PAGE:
The Ultimate Guide to Opal Jewelry
Opal is truly one-of-a-kind. Diamonds may be a girl’s best friend, but opal is her soulmate.
How could anyone resist those earthy, vibrant hues of teal, yellow, pink, and blue? They come in so many variations; some are bright and elaborate like rainbows; some are white and freckled with color like fallen snow; some are delicate and subdued like frosted pastels; some are dark and mysterious like glittering lava. The possibilities go on and on!
But what is opal, exactly?
Unlike other gemstones with similar properties, opal isn’t a crystal. It doesn’t have the kind of perfect structure you find in diamonds or in zoomed-in photos of snowflakes.
Rather, it’s a form of silica, a natural material found in stone, soil, and sand. Flowing water picks up silica over time and then deposits it into the cracks of rocks and other surfaces, where it eventually dries out. Once the water has completely evaporated, we’re left with stunning and unpredictable patterns of silica that make opal! That’s why the variations of Australian opal jewelry available are so unique.
Where Does Opal Come From?
Most of the world’s opal comes straight from Australia – nearly 97%, to be exact.
The “Opal-Mining Capital of the World” is a remote town called Coober Pedy in South Australia. About 125 million years ago, the area was an inland sea, the perfect place for silica deposits to mix with water and fill the crevices of the rocks below.
A majority of the opal in our shop comes from this region of Australia, which delivers a stunning array of opal jewelry options. However, since silica is such a common mineral, opal deposits can be found all over the world! In strong competition with Australia is Ethiopia, but other competitors include Mexico, parts of Europe and the US, Indonesia, and South America.
Along with cuts from Australia, our shop includes these unique 14k opal rings from Indonesia and Peru.
How Opal Jewelry is Valued
To get an idea of the value of opal, consider this: The most expensive type of opal in the world is black opal, which can be valued at an estimated $10,000 per carat! To compare, most diamonds are valued anywhere from $1,300 to $16,500 per carat.
Still, opal remains a popular jewelry choice, as it can be found at far lower prices than any of the above. Opal value is based on these main factors:
What is that incredible, rainbow-like pattern that you find in opal? It’s called “play-of-color,” and it comes from light entering the complex internal structure of the opal and bouncing around in all directions. This splatter of prism light can appear in an unlimited number of variations, but it is most valuable if red is included, especially if that red appears directly next to blue. The background color is also important, valued most when it’s dark, and shows off the spectacular play-of-color.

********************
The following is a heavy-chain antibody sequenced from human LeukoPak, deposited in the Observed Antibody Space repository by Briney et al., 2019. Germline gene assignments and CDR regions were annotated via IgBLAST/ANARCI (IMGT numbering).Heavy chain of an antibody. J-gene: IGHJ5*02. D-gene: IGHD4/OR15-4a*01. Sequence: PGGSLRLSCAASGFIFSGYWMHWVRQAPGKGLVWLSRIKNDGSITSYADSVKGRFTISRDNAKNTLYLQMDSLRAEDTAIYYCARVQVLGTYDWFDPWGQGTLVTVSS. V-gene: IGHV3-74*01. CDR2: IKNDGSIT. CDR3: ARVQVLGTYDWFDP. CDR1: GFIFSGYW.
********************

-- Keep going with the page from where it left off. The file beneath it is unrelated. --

The way play-of-color comes together is called a pattern. In opal, you may find a peacock pattern with main spots of green and blue, a flame pattern with added red spots, a pinfire pattern with tiny, concentrated pinpoints of color, or a mosaic pattern with big sections of color throughout. A mosaic pattern is preferred, with colors that are clearly distinct from one another.
Transparency, Clarity, and Inclusions
Opal transparency ranges from completely transparent to completely opaque. The more transparent, the higher the value. Opal clarity can be affected during the drying process by factors like crazing, which are unsightly fractures that lower a stone’s worth. Inclusions are just as they sound – microscopic materials that are included in the opal, such as crystals, organic matter, or air bubbles. The less visible the inclusions, the more valuable the opal.
Of course, there are many additional factors that can impact an opal’s worth, such as color brightness, country of origin, rarity, shape, and whether or not the opal has been altered or treated. While some opals are cut in geometric shapes like rectangles and triangles, most are cut in organic dome shapes, which are the strongest, most durable option due to the stone’s porous nature. Both geometric and organic opal shapes can be found in our shop.
Opal Jewelry Variations
There are countless types of opal in the world, but these are considered the most common:
Black Opal – Dark with strong play-of-color.
White Opal – White or gray with strong play-of-color.
Crystal Opal – Transparent to semi-transparent with strong play-of-color.
Water Opal – Similar to crystal opal, except little to no play-of-color.
Fire Opal – Fiery colors, either transparent or opaque with or without play-of-color.
Boulder Opal – Unique striped opal found in boulders.
Rainbow Opal – Rare fluorescent opal with multiple colors.
For an extraordinary rainbow and boulder combo, view this stunning opal ring from our shop!
We love to pair our opal with unique accent stones such as emerald, pink sapphire, diamonds, rhodolite garnet, and even other forms of opal. Of course, the opal itself makes a great accent stone for rose quartz, turquoise, and pink tourmaline, all of which are included in our shop.
Remember how opal is formed by running water? It can also be re-formed by running water, so avoid wearing your opal rings while washing dishes or taking a swim!
Due to their bewitching nature, opal has been surrounded by superstition throughout history. Some say it’s lucky, others say it’s unlucky, and some even say it has healing powers. Don’t forget that opal is the official birthstone for the month of October, making it the perfect gift for any Libras in your life! Shop opal jewelry and add some play-of-color to your day.